TITLE

Is Panton-Valentine Leukocidin the Major Virulence Determinant in Community-Associated Methicillin-Resistant Staphylococcus aureus Disease?

AUTHOR(S)
Voyich, Jovanka M.; Otto, Michael; Mathema, Barun; Braughton, Kevin R.; Whitney, Adeline R.; Welty, Diane; Long, R. Daniel; Dorward, David W.; Gardner, Donald J.; Lina, Gérard; Kreiswirth, Barry N.; DeLeo, Frank R.
PUB. DATE
December 2006
SOURCE
Journal of Infectious Diseases;12/15/2006, Vol. 194 Issue 12, p1761
SOURCE TYPE
Academic Journal
DOC. TYPE
Article
ABSTRACT
Methicillin-resistant Staphylococcus aureus (MRSA) remains a major problem in hospitals, and it is now spreading in the community. A single toxin, Panton-Valentine leukocidin (PVL), has been linked by epidemiological studies to community-associated MRSA (CA-MRSA) disease. However, the role that PVL plays in the pathogenesis of CA-MRSA has not been tested directly. To that end, we used mouse infection models to compare the virulence of PVL-positive with that of PVL-negative CA-MRSA representing the leading diseasecausing strains. Unexpectedly, strains lacking PVL were as virulent in mouse sepsis and abscess models as those containing the leukotoxin. Isogenic PVL-negative (lukS/F-PV knockout) strains of USA300 and USA400 were as lethal as wild-type strains in a sepsis model, and they caused comparable skin disease. Moreover, lysis of human neutrophils and pathogen survival after phagocytosis were similar between wild-type and mutant strains. Although the toxin may be a highly linked epidemiological marker for CA-MRSA strains, we conclude that PVL is not the major virulence determinant of CA-MRSA.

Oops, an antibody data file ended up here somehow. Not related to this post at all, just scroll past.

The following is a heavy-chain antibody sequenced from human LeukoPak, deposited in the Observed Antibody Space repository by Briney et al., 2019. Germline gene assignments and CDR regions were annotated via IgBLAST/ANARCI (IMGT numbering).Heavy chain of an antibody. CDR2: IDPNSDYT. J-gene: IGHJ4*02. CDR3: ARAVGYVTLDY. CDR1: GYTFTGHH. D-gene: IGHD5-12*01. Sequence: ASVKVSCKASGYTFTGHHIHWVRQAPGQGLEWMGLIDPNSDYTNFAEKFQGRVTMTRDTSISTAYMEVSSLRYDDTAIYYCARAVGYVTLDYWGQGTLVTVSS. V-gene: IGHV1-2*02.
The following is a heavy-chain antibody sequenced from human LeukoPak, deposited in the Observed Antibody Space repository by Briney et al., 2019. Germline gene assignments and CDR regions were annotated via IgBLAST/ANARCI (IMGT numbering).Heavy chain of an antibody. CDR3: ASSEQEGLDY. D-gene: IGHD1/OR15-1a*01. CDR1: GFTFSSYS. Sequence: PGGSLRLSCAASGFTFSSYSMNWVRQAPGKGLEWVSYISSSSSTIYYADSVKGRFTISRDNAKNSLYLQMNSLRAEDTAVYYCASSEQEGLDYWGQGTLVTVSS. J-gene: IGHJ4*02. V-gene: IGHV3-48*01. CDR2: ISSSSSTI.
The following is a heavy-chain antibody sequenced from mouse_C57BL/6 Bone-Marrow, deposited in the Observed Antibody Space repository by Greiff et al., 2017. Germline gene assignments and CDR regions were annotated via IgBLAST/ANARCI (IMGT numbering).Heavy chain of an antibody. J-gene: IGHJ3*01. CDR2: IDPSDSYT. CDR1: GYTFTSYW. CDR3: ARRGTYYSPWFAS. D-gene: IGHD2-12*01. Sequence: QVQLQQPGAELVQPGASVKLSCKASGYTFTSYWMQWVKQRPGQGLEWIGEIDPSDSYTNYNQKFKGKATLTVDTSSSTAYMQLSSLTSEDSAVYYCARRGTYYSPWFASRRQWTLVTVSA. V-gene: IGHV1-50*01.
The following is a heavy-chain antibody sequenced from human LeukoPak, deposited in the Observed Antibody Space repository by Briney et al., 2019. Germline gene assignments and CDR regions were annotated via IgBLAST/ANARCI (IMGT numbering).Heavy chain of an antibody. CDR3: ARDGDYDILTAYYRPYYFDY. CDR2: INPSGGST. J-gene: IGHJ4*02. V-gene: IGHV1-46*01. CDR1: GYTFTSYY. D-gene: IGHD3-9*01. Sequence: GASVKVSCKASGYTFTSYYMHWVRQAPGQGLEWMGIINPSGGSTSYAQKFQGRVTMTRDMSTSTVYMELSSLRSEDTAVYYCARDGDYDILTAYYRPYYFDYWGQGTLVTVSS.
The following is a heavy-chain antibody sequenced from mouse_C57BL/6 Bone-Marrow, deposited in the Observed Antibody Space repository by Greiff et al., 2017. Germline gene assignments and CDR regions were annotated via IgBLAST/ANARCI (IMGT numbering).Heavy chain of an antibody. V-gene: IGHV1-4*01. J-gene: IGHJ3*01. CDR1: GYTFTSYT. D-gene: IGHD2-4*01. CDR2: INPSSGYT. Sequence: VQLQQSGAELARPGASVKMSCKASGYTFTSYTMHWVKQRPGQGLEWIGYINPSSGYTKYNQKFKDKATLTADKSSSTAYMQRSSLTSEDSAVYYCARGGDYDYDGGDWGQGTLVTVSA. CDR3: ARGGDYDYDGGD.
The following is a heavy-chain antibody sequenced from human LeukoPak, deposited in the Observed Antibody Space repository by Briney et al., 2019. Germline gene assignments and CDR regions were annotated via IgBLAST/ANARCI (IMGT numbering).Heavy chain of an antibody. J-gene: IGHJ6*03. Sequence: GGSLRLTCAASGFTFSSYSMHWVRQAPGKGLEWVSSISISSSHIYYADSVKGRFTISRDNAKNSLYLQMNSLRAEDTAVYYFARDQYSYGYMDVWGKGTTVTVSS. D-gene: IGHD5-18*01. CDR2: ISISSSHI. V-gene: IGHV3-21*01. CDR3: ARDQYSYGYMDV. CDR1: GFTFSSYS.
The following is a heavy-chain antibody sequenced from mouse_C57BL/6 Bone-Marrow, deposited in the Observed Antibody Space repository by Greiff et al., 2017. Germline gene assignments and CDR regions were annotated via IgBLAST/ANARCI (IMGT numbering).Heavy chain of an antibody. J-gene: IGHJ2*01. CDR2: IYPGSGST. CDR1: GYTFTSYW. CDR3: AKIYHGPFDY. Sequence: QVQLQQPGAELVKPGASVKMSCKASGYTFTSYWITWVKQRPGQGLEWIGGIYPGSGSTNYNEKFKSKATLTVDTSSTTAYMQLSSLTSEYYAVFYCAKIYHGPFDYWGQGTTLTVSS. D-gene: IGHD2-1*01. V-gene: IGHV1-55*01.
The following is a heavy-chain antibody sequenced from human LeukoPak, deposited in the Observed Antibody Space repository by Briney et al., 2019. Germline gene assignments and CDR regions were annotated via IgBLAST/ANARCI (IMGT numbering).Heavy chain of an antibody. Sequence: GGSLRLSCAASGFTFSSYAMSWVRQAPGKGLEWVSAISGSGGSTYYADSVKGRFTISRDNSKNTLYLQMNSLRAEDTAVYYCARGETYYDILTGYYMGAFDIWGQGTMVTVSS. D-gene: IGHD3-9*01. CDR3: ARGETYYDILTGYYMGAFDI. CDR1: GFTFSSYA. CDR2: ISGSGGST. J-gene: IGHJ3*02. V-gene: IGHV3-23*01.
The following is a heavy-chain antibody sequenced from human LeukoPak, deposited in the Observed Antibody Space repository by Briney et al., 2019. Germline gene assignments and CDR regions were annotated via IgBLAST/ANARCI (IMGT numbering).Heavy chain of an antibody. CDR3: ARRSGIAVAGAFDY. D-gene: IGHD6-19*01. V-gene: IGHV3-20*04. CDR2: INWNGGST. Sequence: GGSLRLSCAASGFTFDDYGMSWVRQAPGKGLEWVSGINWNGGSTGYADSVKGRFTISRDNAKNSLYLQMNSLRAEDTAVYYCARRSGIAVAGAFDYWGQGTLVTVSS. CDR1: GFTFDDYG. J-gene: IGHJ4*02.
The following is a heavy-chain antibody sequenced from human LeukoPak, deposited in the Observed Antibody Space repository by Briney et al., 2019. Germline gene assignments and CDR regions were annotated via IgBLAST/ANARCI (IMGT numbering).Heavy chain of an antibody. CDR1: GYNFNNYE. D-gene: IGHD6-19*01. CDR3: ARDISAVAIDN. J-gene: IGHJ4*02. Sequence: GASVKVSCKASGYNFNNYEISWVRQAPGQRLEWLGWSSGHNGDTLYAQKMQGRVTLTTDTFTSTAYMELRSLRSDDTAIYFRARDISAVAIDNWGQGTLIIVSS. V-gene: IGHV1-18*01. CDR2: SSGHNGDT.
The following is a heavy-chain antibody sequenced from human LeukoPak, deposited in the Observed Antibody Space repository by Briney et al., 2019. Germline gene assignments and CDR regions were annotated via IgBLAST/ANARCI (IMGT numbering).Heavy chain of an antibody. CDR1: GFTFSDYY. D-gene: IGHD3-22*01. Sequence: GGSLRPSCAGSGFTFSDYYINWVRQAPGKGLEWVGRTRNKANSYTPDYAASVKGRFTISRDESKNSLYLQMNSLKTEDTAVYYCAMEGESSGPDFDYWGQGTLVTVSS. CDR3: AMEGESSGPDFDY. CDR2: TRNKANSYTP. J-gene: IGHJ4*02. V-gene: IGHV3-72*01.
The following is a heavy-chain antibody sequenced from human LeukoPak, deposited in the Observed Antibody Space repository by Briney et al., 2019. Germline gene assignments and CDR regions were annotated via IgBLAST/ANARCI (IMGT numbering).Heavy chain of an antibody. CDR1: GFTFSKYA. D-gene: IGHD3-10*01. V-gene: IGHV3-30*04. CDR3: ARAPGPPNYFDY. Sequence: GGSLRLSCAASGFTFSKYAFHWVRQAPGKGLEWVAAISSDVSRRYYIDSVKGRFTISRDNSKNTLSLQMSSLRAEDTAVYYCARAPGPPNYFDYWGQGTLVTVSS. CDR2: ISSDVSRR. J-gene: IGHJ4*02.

ACCESSION #
23138249

 

Related Articles

  • STIFLE STAPH. Jackson, Dwayne // Joe Weider's Muscle & Fitness;Mar2008, Vol. 69 Issue 3, p264 

    The article offers information on methicillin-resistant Staphylococcus aureus (MRSA). Staphylococcus aureus belongs to a group of bacteria known simply as staph, one of the most frequent causes of skin infections in the U.S. Most of the time, skin infections caused by staph are minor and result...

  • Methicillin-resistant--Staphylococcus aureus Hospitalizations, United States. Kuehnert, Matthew J.; Hill, Holly A.; Kupronis, Benjamin A.; Tokars, Jerome I.; Solomon, Steven L.; Jernigan, Daniel B. // Emerging Infectious Diseases;Jun2005, Vol. 11 Issue 6, p868 

    Melhicillin-resistant Staphylococcus aureus (MRSA) is increasingly a cause of nosocomial and community-onset infection with unknown national scope and magnitude. We used the National Hospital Discharge Survey to calculate the number of US hospital discharges listing S, aureus-specific diagnoses,...

  • Cytolysins, Superantigens, and Pneumonia Due to Community-Associated Methicillin-Resistant Staphylococcus aureus. Schlievert, Patrick M. // Journal of Infectious Diseases;9/1/2009, Vol. 200 Issue 5, p676 

    The author reflects on methicillin-resistant Staphylococccus aureus (MRSA) which cause substantial and fatal infections in the U.S. and is linked to skin and soft-tissue infections, septicemia and pulmonary diseases. He cites a report wherein 4 children have pulmonary infection due to...

  • MRSA: superbug expected to drive growth of niche market.  // PharmaWatch: Monthly Review;Feb2007, Vol. 6 Issue 2, p21